The gene for - for instance or to be able to carry out...

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"The gene for . ...... has been cloned!" We often seem to hear this. Much to my relief (after working on the project for ten years!) I was finally able to utter these words myself in 1997 about the gene TSC1 which is responsible for a genetic disease, Tuberous sclerosis . What is meant by this statement? And how will it help patients? We will go into fuller detail in lecture 5 . For the moment, suffice it to say that when we have identified a mutant gene by "cloning" it, we can often immediately deduce something about its protein product's structure and make a reasonable guess as to its function (see for example the cystic fibrosis story later on). Also, we are able to look for the mutation(s) which may be present in any family with the immediate benefit of being able to detect whether unaffected members of the family are "carriers" (defined later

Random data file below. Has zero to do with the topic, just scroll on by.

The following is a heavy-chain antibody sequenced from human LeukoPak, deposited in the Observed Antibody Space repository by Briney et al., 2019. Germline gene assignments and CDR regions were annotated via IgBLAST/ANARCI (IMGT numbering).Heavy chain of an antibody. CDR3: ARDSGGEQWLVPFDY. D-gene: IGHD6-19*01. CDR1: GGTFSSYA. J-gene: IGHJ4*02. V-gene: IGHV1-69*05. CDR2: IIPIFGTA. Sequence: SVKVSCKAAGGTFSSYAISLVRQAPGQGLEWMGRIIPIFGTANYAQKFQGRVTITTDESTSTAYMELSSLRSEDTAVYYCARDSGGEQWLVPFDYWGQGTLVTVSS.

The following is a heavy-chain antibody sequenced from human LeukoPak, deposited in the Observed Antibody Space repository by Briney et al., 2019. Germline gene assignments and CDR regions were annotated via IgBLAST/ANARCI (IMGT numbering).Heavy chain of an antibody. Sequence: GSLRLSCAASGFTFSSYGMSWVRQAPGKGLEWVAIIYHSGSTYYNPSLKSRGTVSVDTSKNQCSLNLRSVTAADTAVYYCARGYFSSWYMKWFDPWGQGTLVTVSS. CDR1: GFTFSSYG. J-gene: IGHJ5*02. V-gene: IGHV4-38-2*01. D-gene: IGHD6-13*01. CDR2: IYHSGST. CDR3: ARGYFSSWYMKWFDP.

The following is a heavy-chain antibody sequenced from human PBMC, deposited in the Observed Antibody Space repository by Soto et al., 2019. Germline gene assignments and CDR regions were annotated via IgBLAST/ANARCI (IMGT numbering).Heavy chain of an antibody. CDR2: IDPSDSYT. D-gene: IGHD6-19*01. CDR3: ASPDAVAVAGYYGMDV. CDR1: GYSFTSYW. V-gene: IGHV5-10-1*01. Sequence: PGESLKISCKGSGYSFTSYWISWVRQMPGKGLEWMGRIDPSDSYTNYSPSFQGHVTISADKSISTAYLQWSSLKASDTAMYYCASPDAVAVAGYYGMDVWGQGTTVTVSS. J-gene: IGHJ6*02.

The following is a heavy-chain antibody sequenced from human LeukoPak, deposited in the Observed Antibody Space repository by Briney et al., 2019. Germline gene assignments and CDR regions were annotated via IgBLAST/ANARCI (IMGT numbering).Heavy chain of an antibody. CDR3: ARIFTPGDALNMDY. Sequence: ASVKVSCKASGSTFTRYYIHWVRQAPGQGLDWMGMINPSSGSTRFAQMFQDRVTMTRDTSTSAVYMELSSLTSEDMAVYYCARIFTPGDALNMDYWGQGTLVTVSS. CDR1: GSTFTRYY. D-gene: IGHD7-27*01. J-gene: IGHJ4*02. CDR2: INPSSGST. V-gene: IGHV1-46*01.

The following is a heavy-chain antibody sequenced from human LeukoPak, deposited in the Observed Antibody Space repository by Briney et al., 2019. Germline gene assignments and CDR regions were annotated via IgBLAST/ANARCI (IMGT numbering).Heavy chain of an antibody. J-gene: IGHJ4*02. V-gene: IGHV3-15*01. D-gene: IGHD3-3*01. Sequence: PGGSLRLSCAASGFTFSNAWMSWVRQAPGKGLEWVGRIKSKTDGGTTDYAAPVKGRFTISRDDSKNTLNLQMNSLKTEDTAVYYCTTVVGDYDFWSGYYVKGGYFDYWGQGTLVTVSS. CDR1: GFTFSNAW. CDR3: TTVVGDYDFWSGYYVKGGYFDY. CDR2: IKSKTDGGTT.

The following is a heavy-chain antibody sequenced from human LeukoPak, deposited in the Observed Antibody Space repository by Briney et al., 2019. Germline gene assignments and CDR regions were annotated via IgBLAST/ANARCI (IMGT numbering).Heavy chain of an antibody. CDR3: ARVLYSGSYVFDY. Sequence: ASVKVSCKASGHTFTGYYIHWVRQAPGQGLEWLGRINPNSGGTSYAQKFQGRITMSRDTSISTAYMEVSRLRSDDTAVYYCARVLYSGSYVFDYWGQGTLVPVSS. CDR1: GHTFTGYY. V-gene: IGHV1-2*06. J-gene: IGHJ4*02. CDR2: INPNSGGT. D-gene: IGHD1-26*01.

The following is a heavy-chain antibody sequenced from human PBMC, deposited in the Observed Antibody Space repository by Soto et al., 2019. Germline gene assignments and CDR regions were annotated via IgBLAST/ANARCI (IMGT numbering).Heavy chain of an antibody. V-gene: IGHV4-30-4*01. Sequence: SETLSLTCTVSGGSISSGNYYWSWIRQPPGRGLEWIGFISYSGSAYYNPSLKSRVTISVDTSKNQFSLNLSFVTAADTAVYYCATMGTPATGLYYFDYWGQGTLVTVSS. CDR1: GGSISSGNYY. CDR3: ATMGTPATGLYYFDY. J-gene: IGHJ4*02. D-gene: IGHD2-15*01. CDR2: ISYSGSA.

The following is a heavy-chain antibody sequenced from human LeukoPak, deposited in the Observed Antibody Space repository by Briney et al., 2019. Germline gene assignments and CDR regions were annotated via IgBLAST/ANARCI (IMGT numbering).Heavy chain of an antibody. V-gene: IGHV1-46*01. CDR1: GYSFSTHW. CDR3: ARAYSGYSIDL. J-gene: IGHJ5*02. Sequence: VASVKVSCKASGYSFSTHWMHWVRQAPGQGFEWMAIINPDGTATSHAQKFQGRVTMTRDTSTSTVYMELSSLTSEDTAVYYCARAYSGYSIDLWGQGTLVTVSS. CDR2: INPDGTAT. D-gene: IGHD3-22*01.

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Unformatted text preview: ) for instance or to be able to carry out antenatal (or even preimplantation) testing of embryos. The Human Genome Project (HGP) is a huge international effort to find out the complete DNA sequence of the human genome. The project does not stop there, the 3 billion nucleotides has to be annotated and the detailed structure of each gene has to be aligned to the genomic sequence. The entire DNA sequence of the human genome is scheduled for completion in 2004 and already useful information is starting to be generated. In the next few years more and more "disease" genes are going to be identified based on HGP data. In 1997, the identification both of genes responsible for many cases of breast cancer and the Tuberous sclerosis gene mentioned above were directly aided by the DNA sequence data of the HGP....
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This note was uploaded on 11/22/2011 for the course CHEMISTRY CHM1025 taught by Professor Laurachoudry during the Fall '10 term at Broward College.

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